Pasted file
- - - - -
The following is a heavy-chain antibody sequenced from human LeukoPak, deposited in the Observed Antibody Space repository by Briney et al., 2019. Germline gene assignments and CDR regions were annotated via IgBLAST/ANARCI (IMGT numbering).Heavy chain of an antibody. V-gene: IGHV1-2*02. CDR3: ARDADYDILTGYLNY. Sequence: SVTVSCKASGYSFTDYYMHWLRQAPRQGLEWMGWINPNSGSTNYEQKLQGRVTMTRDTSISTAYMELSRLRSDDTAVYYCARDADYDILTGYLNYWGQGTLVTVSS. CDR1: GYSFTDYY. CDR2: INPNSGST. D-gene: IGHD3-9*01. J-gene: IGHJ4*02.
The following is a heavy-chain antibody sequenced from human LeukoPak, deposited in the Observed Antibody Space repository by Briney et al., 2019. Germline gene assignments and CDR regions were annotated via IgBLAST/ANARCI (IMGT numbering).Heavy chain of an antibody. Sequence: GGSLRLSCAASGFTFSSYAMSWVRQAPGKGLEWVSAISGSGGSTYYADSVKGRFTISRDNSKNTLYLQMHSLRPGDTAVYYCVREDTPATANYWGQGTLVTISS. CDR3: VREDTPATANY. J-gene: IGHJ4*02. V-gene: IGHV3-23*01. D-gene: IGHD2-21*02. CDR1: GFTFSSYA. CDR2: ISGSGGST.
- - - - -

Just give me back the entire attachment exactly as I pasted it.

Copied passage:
The following is a heavy-chain antibody sequenced from human LeukoPak, deposited in the Observed Antibody Space repository by Briney et al., 2019. Germline gene assignments and CDR regions were annotated via IgBLAST/ANARCI (IMGT numbering).Heavy chain of an antibody. V-gene: IGHV1-2*02. CDR3: ARDADYDILTGYLNY. Sequence: SVTVSCKASGYSFTDYYMHWLRQAPRQGLEWMGWINPNSGSTNYEQKLQGRVTMTRDTSISTAYMELSRLRSDDTAVYYCARDADYDILTGYLNYWGQGTLVTVSS. CDR1: GYSFTDYY. CDR2: INPNSGST. D-gene: IGHD3-9*01. J-gene: IGHJ4*02.
The following is a heavy-chain antibody sequenced from human LeukoPak, deposited in the Observed Antibody Space repository by Briney et al., 2019. Germline gene assignments and CDR regions were annotated via IgBLAST/ANARCI (IMGT numbering).Heavy chain of an antibody. Sequence: GGSLRLSCAASGFTFSSYAMSWVRQAPGKGLEWVSAISGSGGSTYYADSVKGRFTISRDNSKNTLYLQMHSLRPGDTAVYYCVREDTPATANYWGQGTLVTISS. CDR3: VREDTPATANY. J-gene: IGHJ4*02. V-gene: IGHV3-23*01. D-gene: IGHD2-21*02. CDR1: GFTFSSYA. CDR2: ISGSGGST.